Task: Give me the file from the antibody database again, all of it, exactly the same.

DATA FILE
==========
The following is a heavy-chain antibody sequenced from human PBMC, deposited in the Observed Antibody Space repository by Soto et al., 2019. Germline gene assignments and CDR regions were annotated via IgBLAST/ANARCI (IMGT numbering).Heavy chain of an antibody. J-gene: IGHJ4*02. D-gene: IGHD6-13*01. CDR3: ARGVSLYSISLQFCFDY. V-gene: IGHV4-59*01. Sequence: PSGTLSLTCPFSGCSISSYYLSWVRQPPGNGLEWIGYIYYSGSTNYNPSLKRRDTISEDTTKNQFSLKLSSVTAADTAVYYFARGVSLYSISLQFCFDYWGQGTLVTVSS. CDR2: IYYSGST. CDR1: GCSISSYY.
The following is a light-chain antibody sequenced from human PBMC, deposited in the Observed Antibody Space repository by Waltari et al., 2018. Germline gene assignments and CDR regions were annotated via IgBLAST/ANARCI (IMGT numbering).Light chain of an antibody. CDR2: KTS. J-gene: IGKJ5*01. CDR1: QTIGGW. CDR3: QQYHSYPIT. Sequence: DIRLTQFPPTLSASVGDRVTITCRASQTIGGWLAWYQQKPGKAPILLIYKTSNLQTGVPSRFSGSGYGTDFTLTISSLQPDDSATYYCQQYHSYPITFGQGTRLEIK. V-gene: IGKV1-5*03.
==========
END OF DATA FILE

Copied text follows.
The following is a heavy-chain antibody sequenced from human PBMC, deposited in the Observed Antibody Space repository by Soto et al., 2019. Germline gene assignments and CDR regions were annotated via IgBLAST/ANARCI (IMGT numbering).Heavy chain of an antibody. J-gene: IGHJ4*02. D-gene: IGHD6-13*01. CDR3: ARGVSLYSISLQFCFDY. V-gene: IGHV4-59*01. Sequence: PSGTLSLTCPFSGCSISSYYLSWVRQPPGNGLEWIGYIYYSGSTNYNPSLKRRDTISEDTTKNQFSLKLSSVTAADTAVYYFARGVSLYSISLQFCFDYWGQGTLVTVSS. CDR2: IYYSGST. CDR1: GCSISSYY.
The following is a light-chain antibody sequenced from human PBMC, deposited in the Observed Antibody Space repository by Waltari et al., 2018. Germline gene assignments and CDR regions were annotated via IgBLAST/ANARCI (IMGT numbering).Light chain of an antibody. CDR2: KTS. J-gene: IGKJ5*01. CDR1: QTIGGW. CDR3: QQYHSYPIT. Sequence: DIRLTQFPPTLSASVGDRVTITCRASQTIGGWLAWYQQKPGKAPILLIYKTSNLQTGVPSRFSGSGYGTDFTLTISSLQPDDSATYYCQQYHSYPITFGQGTRLEIK. V-gene: IGKV1-5*03.